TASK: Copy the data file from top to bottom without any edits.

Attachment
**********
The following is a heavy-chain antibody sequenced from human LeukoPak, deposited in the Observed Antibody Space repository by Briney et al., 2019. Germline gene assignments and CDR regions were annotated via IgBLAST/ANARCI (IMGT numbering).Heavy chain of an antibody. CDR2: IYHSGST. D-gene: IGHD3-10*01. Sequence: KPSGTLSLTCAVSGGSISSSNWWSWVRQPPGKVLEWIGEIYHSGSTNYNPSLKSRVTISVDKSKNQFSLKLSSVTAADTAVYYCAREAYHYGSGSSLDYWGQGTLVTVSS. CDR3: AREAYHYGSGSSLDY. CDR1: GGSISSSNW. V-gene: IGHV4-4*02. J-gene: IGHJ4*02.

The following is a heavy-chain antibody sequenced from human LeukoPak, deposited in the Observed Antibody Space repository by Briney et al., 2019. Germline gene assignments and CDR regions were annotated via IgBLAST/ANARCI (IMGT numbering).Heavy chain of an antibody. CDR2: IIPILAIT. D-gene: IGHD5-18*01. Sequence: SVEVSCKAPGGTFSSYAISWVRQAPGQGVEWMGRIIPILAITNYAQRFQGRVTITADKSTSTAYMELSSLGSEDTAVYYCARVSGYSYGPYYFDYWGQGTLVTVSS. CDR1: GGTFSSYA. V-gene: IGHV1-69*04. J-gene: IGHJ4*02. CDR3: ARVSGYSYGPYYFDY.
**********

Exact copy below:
The following is a heavy-chain antibody sequenced from human LeukoPak, deposited in the Observed Antibody Space repository by Briney et al., 2019. Germline gene assignments and CDR regions were annotated via IgBLAST/ANARCI (IMGT numbering).Heavy chain of an antibody. CDR2: IYHSGST. D-gene: IGHD3-10*01. Sequence: KPSGTLSLTCAVSGGSISSSNWWSWVRQPPGKVLEWIGEIYHSGSTNYNPSLKSRVTISVDKSKNQFSLKLSSVTAADTAVYYCAREAYHYGSGSSLDYWGQGTLVTVSS. CDR3: AREAYHYGSGSSLDY. CDR1: GGSISSSNW. V-gene: IGHV4-4*02. J-gene: IGHJ4*02.

The following is a heavy-chain antibody sequenced from human LeukoPak, deposited in the Observed Antibody Space repository by Briney et al., 2019. Germline gene assignments and CDR regions were annotated via IgBLAST/ANARCI (IMGT numbering).Heavy chain of an antibody. CDR2: IIPILAIT. D-gene: IGHD5-18*01. Sequence: SVEVSCKAPGGTFSSYAISWVRQAPGQGVEWMGRIIPILAITNYAQRFQGRVTITADKSTSTAYMELSSLGSEDTAVYYCARVSGYSYGPYYFDYWGQGTLVTVSS. CDR1: GGTFSSYA. V-gene: IGHV1-69*04. J-gene: IGHJ4*02. CDR3: ARVSGYSYGPYYFDY.